There’s a lot to like about the CX-9. It is an elegant vehicle, nicely done, with tight doors and finishes, and very intelligent and intuitive controls for the audio system and the climate control. In my test-drive model, there is the LCD screen, a touch-screen, and it operates the navigation (easy to use) and all of the audio controls. This vehicle has a tone of radio options: two each selections of AM and FM, and three Sirius satellite radio, which has become one of my favorite things on any car.
Mazda CX-9 interior
Now this Grand Touring model is loaded. A great sunroof, fine leather upholstery all around, so much leg room in the middle seat that it feels like someone’s living room, and the back seat, while typically smallish and lightweight, still has ample room for two full-sized passengers. The rear lift-gate is automatic, push buttons on the key fob and on the door itself, easy to operate, and while the room behind the third seat isn’t huge, it is adequate, and if you don’t have third-row passengers, the seats fold down 50/50 with ease and plenty of stuff will store in there. It’s big back there.
I really like the way Mazda does its climate control. On the center of the dash they have knobs controlling the temperature, the fan speed, and one for the passenger to set his/her own climate. The knobs turn to alter these things, and on the face of the knobs there are push-buttons that set the mode – defrost, middle, floor, or a combination thereof – and to order up things like the outside temp. This all reads out up top on a narrow display that quickly gives you all the information you need. I like it because you don’t have to go through the touch screen all the time; the separate operation makes everything simply and easy to use.
The audio system is another matter. The touch-screen has all the usual problems of getting a ton of finger prints on it, and seeing the display in the middle of the day when it is sunny can be challenging indeed. No problem at night. But to switch back and forth between the FM, AM and Sirius requires going to a “source” button and then selecting the option you want, then the stations. No big deal, but these LCD screen things jam a lot of options into the screens so they have extra steps.
The dash board and all of the controls, the seating, everything you see and feel as the driver of the CX-9 is beautiful. This vehicle is as handsome as they come. It is also a relatively quiet ride, which I can appreciate. The sound system, a Bose, of course, is excellent.
My complaint about the car is the ride. It floats a ton, like the loosest min-van on the planet. Taking turns or curves, or hitting bumps is like riding on a squishy air bag. It is such a large vehicle that this is a sensation that comes up way too much. It needs a much heavier suspension.
At the base price I mentioned, $35,205, the Grand Touring CX-9 comes with a ton of standards and it is truly a luxury vehicle. Anti-lock brakes (wonderful brakes), 20-inch wheels, 6-speed sport shift automatic tranny, heated and 8-way adjustable power driver’s seat, fog lamps, rain-sensing wipers, heated outside side mirrors, 3-zone automatic climate control, Bluetooth hands-free setup, three 12-volt power outlets, anti-theft engine immobilizer. The keyless entry key fob is the size of a credit card and has no key; like many Mazdas, they have a plastic stub key on the steering column that you turn for ignition and engine-off; the key fob just stays in your pocket. Also, the doors have little buttons on them, right where your thumb goes, which unlock and lock the doors. There is also a blind-spot monitoring system in the mirrors, which is nice.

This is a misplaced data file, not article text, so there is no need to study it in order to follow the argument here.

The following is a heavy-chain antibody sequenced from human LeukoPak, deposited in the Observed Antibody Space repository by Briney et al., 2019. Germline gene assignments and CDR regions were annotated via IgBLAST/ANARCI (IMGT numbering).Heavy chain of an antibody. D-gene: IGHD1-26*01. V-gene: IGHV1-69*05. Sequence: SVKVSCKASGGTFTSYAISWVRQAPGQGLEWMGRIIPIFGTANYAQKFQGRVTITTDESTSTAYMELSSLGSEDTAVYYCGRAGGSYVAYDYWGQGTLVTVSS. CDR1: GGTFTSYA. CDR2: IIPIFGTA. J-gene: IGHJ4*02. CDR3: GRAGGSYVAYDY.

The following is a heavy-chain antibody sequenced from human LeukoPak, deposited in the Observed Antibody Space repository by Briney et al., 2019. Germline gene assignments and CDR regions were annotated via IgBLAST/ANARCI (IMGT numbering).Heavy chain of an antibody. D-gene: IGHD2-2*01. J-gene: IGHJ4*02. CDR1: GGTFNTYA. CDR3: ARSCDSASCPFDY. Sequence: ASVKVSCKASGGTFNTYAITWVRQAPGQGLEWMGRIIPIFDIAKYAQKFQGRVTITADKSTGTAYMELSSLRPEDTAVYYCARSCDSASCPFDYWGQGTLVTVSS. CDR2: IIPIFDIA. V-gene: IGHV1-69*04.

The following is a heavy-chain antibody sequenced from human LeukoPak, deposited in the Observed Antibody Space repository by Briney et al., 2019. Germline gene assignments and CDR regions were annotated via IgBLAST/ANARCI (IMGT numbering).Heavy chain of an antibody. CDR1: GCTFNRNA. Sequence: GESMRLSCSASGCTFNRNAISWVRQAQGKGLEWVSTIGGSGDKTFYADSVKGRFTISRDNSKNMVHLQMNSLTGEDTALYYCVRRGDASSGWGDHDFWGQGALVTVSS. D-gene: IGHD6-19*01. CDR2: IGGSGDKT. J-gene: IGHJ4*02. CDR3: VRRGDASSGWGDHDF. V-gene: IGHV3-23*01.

On my test-drive model, they added in a package with the moonroof, the Bose/Sirius upgrade with a 277-watt, 10-speaker surround-sound system, for $1,960. They also added $2,300 for the navigation, the touch screen, Bluetooth streaming audio, a rear-view camera and the power hatch. Add another $670 in destination charges, and the bottom line here is $40,135.
Make no mistake. This is a large vehicle. I loved the look of it – the stormy blue mica (navy blue) paint job was stunning – inside and out, and felt comfortable driving and safe driving it. But I have problems with it, too. I hated the floating thing; I thought I would get used to it, but I didn’t. This feels like a 1964 Cadillac Fleetwood. Also, the visibility could be better. The trim lines in the styling make the rear windows taper, and it is difficult to see out them, all the more the more you go back to the third row. Also, I found the side mirrors, and the rear-view mirror view lacking.
The whole thing just didn’t feel like a Mazda, or at least any Mazda I have ever been in. This has to be the largest vehicle they have ever made, and while much of it is beautiful, they are not yet up on the learning curve for a vehicle in this class. Plus, they want it known as an SUV, but it is very van-like, and while I like vans, many people will find that not to their liking.
This is, in many ways, an impressive vehicle. The fit and finish is remarkable. And for a vehicle of this size, with its appointments, the price doesn’t scare me off. But given the competition, I think most people driving SUVs in this price range will find something else to actually buy, mostly because of the floating and the van-like quality. This CX-9 is a vehicle that will not easily be forgotten, but one I believe ultimately is neither fish nor fowl. Nice, but odd.
RATING: Two wheels (out of four).
Jeff Rundles is a former editor of ColoradoBiz and a regular columnist. Email him at email@example.com.